She wasn’t the only Hen in the jam-packed club, but she was the only one over the age of twenty-five, the only one without a gaggle of at least ten others with an identical sash, and probably the only one who was about to spike a man’s drink.
‘Think you’ve got the wrong place, lady. The bingo’s two doors down.’
‘Does an attractive cougar threaten you?’ She sipped her ‘Multiple Orgasm’ as sensually as she could, leaning forwards to show some cleavage.
‘What makes you think you’re attractive?’ He wasn’t looking at her face when he said this, so it was working.
‘The fact that I am.’ It had taken a long time to find this man and Ruth’s quest to find him had been as mercurial as her plan once she did.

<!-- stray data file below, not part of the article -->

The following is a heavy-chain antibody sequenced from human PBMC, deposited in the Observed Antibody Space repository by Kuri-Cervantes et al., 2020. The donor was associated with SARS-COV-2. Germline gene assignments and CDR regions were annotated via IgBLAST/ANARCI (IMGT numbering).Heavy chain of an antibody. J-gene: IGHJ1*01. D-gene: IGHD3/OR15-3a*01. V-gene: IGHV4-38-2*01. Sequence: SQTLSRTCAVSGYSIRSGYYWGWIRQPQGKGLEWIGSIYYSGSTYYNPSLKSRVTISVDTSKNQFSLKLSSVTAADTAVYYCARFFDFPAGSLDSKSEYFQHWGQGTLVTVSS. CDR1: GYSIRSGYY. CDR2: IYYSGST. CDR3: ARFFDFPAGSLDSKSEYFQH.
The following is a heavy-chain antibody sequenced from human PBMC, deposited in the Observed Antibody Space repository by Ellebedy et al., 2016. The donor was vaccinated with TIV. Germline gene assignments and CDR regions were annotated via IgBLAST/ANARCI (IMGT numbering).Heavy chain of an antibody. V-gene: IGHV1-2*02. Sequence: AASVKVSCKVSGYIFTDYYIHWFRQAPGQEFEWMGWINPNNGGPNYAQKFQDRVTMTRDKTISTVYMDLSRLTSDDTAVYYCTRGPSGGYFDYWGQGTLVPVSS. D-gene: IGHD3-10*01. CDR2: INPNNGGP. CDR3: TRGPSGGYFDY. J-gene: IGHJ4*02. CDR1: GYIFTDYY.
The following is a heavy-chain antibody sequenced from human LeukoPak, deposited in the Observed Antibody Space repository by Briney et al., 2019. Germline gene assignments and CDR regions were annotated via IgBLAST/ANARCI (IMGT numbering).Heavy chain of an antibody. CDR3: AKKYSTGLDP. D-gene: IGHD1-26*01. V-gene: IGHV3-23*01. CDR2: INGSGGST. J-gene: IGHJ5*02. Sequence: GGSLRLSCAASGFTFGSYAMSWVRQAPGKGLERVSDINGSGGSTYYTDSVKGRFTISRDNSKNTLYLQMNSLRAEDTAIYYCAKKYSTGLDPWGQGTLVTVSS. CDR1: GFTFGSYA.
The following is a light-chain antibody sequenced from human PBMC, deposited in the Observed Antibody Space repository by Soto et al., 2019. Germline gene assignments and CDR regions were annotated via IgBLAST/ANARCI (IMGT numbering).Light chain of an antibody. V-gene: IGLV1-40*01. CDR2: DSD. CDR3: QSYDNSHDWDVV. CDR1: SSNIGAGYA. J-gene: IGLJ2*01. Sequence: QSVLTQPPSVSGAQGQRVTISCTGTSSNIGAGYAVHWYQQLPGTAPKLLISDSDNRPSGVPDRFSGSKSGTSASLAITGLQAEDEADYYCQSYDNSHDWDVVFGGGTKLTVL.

‘Can I wear your wig?’ He stroked her pink hair and looked into her eyes but didn’t recognise her.
She smiled at his glorious stupidity and slipped a pill into his beer. No, she would not let him wear her wig.
She’d been in the afternoon’s custody court when her husband phoned. Wig on, she’d sat through three breaches of the peace, one of them a domestic, an assault to injury, a dangerous driving, a housebreaking, and a few more that she can’t recall now. She was in a good mood by the end of the afternoon session, she remembered that much. Michael MacDonald was defending a few of the cases, and he’d always entertained her, since the first time she’d seen him in court. It was two years ago, and he was defending an unusually dapper man in his early twenties. Ruth had studied the defendant – his designer suit jarred with his tacky billiard ball ring – and had thereafter thought of him as ‘The guy behind the 8-ball’.